This chapter describes the action class in the SDK, which is a complement to WordPress’ actions and hooks, and convenience methods to hook into WordPress actions and filters.

The action class is best used on large projects since it requires a bit of setting up in the form of class inheritance, proper use of namespaces, etc.

Convenience methods to hook into actions and filters

The SDK offers a shorthand way of hooking into actions and filters.

The long way of hooking

add_action( 'admin_menu', array( $this, 'admin_menu' ) );
add_filter( 'test_hook', array( $this, 'test_hook' ), 10, 3 );

The SDK way of hooking

$this->add_action( 'admin_menu' );  // Calls $this->admin_menu(), default priority, default parameters.
$this->add_action( 'admin_menu', 15 );  // Priority 15 instead
$this->add_action( 'admin_menu', 100, 5 );  // Priority 100, 5 parameters.
$this->add_action( 'admin_menu', 'another_admin_menu' );  // Call $this->another_admin_menu() instead.
$this->add_action( 'admin_menu', 'another_admin_menu', 15 ); // And priority 15.
$this->add_action( 'admin_menu', 'another_admin_menu', 25, 7 ); // 7 parameters
$this->add_filter( 'test_hook', 10, 3 ); // Add to the filter test_hook, call $this->test_hook(), priority 10, 3 parameters.

Unless otherwise specified, the class method called is the name of the action / filter. After the name of the action is specified, you are free to specify either method and / or the priority and parameter count.

The WordPress SDK action class


WordPress offers actions and filters. The former can only be used to inform plugins of things that are hapenning (a user logging in, a post being updated). The latter allows only one return value to be modified. The SDK actions class allows several, arbitrary, parameters to be passed and modified with a Worpdress action.


In the example below, we are assuming that we have extended the \plainview\sdk\wordpress\actions\action class into our own, called example_action.

$action = new example_action();
$action->hello = true;
$action->hello2 = [];

The action class will internally append a prefix and suffix and then call do_action( 'example_action', $this ).

You should now hook into the action.

$this->add_action( 'example_action' );

Now the $action can be modified. After execution is completed, you can extract the modified values from the class.

Configuration overview

Using the SDK action class entails the following steps:

  1. Having your plugin’s actions in a separate namespace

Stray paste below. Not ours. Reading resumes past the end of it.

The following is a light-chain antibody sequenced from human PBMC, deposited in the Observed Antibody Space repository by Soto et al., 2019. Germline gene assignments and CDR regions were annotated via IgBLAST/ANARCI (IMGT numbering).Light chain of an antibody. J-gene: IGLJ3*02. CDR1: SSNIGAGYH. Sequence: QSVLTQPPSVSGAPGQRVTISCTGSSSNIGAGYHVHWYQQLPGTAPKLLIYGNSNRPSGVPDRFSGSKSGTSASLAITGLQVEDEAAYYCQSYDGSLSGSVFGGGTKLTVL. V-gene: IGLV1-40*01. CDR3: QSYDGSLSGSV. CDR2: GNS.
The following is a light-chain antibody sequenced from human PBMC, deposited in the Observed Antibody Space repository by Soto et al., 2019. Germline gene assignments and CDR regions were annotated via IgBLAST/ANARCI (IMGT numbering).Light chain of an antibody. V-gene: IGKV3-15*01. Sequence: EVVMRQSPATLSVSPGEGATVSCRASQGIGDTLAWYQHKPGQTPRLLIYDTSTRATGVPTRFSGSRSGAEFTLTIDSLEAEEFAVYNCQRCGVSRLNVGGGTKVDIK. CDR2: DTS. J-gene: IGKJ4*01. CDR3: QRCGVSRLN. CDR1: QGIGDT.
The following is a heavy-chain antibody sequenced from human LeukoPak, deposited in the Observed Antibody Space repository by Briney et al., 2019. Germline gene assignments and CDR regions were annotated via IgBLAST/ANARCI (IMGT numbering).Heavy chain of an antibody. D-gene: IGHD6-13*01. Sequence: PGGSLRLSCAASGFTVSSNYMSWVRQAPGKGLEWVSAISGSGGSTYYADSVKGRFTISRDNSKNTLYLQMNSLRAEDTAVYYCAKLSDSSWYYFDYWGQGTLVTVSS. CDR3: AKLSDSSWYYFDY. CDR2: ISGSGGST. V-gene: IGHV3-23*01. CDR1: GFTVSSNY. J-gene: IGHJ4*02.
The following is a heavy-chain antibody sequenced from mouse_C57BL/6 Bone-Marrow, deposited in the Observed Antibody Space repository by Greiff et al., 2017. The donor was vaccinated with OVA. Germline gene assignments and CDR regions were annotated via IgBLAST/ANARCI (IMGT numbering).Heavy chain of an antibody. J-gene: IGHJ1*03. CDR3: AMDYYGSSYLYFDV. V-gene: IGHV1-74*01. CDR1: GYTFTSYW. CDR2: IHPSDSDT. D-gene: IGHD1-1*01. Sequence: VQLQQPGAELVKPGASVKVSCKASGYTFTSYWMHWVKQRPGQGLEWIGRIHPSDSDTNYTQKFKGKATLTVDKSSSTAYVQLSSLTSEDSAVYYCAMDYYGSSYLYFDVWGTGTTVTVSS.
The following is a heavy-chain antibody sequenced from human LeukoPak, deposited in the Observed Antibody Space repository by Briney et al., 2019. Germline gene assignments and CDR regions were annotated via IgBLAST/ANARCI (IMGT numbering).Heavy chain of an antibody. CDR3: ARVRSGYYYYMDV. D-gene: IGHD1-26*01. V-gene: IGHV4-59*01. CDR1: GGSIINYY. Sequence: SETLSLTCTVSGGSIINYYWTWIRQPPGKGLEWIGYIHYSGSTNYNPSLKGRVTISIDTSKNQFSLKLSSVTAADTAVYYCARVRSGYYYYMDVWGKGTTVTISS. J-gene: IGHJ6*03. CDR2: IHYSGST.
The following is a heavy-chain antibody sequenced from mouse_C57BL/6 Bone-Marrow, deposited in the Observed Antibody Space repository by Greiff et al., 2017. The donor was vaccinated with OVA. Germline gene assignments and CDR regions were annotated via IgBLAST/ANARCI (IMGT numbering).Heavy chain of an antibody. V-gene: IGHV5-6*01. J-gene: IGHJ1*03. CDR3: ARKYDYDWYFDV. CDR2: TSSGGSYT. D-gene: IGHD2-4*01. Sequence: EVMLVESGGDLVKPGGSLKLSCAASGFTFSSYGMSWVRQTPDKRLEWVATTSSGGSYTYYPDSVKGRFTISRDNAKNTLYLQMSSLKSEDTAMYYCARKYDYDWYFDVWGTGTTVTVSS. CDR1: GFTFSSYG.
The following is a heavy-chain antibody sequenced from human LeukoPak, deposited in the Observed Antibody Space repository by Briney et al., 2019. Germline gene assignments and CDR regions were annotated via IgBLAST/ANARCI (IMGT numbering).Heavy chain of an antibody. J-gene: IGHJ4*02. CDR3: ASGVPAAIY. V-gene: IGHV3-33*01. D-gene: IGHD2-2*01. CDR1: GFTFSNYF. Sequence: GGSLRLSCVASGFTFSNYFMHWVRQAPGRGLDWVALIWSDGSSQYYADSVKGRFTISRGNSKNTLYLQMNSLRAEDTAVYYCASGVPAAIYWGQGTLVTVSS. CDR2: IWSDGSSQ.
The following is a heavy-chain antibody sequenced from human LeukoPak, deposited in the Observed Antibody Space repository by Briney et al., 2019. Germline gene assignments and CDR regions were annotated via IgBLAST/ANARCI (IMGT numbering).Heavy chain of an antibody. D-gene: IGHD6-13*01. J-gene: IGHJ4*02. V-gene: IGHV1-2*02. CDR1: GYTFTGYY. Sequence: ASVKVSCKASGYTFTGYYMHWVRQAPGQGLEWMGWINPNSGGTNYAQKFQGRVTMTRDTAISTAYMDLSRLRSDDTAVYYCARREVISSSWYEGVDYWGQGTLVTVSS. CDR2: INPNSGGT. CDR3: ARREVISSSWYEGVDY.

2. Extending the SDK action class
  3. Extending your action base class
  4. Hooking into your new action.

1. Separate namespace

If you look at ThreeWP Broadcast as an example, it uses namespaces and has a separate namespace for all the actions.


In this way your plugin can do the following:

$admin_menu = new actions\admin_menu();

2. Extending the SDK action class

Once you have your own actions namespace, in it create action.php.

class action
 extends \plainview\sdk\wordpress\actions\action

In order to prevent action name conflicts, a prefix or a suffix is suggested.

public function get_prefix()
 return 'threewp_broadcast_';

When you then create an action, if will be named threewp_broadcast_NAME. The get_suffix() method does exactly as it is called, if you prefer to use suffixes.

Or both a prefix and suffix.

3. Extending your action base class

After you have a base action class that optionally uses a specific prefix and / or suffix, it is time to create a real action.

In the actions namespace, create admin_menu.php.

class admin_menu
 extends action

The real advantage of using the WordPress SDK action class comes into play here: being able to pass several arguments to the hooks and using convenience methods that can sanitize class property manipulation.

Finally, hook into the newly-created action.

4. Hooking into your new action

We use the action methods we learned earlier.

$this->add_action( 'threewp_broadcast_admin_menu' );
public function threewp_broadcast_admin_menu( $action )
 if ( $action->finished() )
 $action->test = true;

Here we hook into the action threewp_broadcast_admin_menu, which calls the $this->threewp_broadcast_admin_menu() method with the action as the single parameter. The finish parts are explained in the heading below.

The finish methods

Since several plugins can hook into the same action, a standard way of communicating that the action has been handled by some other plugin is offered in the form of the finish methods.

$action->finish() sets the finished flag in the action.

$action->finished() is how to query the finish flag.

Note that it is up to each hook to honor the finish flag if applicable. Depending on the type action, it might make no sense to use a finish flag, such as “append a few characters to this string” actions: all plugins hooking into the action will want to append to the string.

If your action is “delete a post”, then once a hook has deleted the post it would make no sense for the other hooks to try to delete the post. Instead of each hook doing a post existence check, check if the action is finished instead.


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